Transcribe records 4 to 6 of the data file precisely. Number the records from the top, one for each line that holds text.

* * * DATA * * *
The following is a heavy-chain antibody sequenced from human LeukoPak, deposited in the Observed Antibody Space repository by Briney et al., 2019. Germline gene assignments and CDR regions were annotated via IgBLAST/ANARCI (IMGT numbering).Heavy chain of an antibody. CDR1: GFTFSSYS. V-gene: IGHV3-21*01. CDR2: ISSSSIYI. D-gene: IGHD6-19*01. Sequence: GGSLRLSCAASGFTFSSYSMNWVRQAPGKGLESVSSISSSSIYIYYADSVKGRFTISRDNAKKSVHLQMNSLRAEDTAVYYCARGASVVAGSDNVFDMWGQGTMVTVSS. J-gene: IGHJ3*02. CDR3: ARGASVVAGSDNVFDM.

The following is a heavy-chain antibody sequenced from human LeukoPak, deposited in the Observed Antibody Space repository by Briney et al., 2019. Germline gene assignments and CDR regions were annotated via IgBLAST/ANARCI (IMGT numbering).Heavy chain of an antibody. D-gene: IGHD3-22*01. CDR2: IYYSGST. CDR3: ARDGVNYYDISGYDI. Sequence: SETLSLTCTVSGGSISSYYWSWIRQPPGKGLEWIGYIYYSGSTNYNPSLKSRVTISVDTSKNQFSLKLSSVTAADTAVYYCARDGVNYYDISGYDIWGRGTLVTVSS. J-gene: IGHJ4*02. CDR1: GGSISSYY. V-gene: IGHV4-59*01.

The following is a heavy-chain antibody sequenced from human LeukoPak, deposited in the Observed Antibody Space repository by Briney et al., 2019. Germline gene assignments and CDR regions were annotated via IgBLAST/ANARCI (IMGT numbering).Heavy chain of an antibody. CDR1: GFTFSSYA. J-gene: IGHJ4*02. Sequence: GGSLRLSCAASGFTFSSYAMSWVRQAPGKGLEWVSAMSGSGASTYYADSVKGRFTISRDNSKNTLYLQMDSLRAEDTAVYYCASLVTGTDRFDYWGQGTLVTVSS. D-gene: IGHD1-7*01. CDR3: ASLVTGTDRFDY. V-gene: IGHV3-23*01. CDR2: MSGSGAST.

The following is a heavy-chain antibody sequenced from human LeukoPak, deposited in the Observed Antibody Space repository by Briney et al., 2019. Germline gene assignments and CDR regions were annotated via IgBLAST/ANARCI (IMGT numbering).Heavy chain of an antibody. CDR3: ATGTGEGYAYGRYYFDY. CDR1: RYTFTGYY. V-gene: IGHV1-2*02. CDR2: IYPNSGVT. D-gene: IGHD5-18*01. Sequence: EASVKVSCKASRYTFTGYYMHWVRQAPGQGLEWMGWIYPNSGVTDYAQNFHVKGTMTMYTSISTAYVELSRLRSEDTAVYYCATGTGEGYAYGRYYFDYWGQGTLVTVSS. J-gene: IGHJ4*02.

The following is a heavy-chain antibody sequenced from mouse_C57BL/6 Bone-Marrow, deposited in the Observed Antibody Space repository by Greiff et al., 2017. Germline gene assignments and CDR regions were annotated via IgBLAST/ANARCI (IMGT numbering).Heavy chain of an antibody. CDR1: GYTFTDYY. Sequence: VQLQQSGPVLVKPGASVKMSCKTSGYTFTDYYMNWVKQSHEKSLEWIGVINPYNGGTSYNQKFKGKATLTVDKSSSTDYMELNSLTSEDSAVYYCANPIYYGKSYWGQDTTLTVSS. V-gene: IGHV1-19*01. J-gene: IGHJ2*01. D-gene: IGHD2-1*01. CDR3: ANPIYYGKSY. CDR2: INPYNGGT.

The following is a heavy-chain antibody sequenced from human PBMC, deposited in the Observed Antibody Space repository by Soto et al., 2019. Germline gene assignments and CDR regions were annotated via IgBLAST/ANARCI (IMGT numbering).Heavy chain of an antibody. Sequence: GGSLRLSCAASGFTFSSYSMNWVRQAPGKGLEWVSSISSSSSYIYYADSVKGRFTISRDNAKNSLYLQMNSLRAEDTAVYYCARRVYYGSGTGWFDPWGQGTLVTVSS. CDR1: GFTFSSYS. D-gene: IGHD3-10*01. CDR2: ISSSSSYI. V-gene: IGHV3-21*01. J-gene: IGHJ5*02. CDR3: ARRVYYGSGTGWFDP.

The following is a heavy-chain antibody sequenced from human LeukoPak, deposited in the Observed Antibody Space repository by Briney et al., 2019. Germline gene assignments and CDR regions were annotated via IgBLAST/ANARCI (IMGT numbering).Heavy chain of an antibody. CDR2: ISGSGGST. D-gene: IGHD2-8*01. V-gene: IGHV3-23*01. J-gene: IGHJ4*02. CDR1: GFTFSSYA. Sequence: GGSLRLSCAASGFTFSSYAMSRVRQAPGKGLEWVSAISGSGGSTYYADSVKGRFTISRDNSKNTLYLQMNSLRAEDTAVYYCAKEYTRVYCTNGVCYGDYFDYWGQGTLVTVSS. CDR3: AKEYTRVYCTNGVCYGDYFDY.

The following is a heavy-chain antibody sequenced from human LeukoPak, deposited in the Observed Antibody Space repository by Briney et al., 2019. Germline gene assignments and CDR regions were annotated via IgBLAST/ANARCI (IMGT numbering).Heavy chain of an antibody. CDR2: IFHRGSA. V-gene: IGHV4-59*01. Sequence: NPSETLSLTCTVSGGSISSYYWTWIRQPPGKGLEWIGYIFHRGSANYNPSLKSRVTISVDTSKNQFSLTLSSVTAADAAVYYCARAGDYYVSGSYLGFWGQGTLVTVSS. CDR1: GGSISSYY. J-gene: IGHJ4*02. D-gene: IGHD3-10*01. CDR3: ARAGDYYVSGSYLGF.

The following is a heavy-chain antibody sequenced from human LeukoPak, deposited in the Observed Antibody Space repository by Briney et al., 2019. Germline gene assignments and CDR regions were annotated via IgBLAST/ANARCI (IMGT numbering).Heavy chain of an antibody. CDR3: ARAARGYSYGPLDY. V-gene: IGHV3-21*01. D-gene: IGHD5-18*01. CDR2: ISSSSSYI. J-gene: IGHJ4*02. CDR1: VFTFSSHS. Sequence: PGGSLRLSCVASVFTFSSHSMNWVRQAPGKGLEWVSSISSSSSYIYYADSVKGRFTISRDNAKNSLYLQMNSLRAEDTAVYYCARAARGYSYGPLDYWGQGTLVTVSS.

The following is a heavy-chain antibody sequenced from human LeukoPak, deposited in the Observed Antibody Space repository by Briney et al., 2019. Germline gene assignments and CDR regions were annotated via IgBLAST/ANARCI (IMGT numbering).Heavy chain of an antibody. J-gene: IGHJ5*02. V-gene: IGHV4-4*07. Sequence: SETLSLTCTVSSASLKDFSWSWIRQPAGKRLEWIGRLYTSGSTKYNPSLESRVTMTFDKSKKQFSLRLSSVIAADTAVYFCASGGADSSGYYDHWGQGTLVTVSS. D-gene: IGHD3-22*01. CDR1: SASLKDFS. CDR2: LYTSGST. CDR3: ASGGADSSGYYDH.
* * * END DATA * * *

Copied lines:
The following is a heavy-chain antibody sequenced from human LeukoPak, deposited in the Observed Antibody Space repository by Briney et al., 2019. Germline gene assignments and CDR regions were annotated via IgBLAST/ANARCI (IMGT numbering).Heavy chain of an antibody. CDR3: ATGTGEGYAYGRYYFDY. CDR1: RYTFTGYY. V-gene: IGHV1-2*02. CDR2: IYPNSGVT. D-gene: IGHD5-18*01. Sequence: EASVKVSCKASRYTFTGYYMHWVRQAPGQGLEWMGWIYPNSGVTDYAQNFHVKGTMTMYTSISTAYVELSRLRSEDTAVYYCATGTGEGYAYGRYYFDYWGQGTLVTVSS. J-gene: IGHJ4*02.

The following is a heavy-chain antibody sequenced from mouse_C57BL/6 Bone-Marrow, deposited in the Observed Antibody Space repository by Greiff et al., 2017. Germline gene assignments and CDR regions were annotated via IgBLAST/ANARCI (IMGT numbering).Heavy chain of an antibody. CDR1: GYTFTDYY. Sequence: VQLQQSGPVLVKPGASVKMSCKTSGYTFTDYYMNWVKQSHEKSLEWIGVINPYNGGTSYNQKFKGKATLTVDKSSSTDYMELNSLTSEDSAVYYCANPIYYGKSYWGQDTTLTVSS. V-gene: IGHV1-19*01. J-gene: IGHJ2*01. D-gene: IGHD2-1*01. CDR3: ANPIYYGKSY. CDR2: INPYNGGT.

The following is a heavy-chain antibody sequenced from human PBMC, deposited in the Observed Antibody Space repository by Soto et al., 2019. Germline gene assignments and CDR regions were annotated via IgBLAST/ANARCI (IMGT numbering).Heavy chain of an antibody. Sequence: GGSLRLSCAASGFTFSSYSMNWVRQAPGKGLEWVSSISSSSSYIYYADSVKGRFTISRDNAKNSLYLQMNSLRAEDTAVYYCARRVYYGSGTGWFDPWGQGTLVTVSS. CDR1: GFTFSSYS. D-gene: IGHD3-10*01. CDR2: ISSSSSYI. V-gene: IGHV3-21*01. J-gene: IGHJ5*02. CDR3: ARRVYYGSGTGWFDP.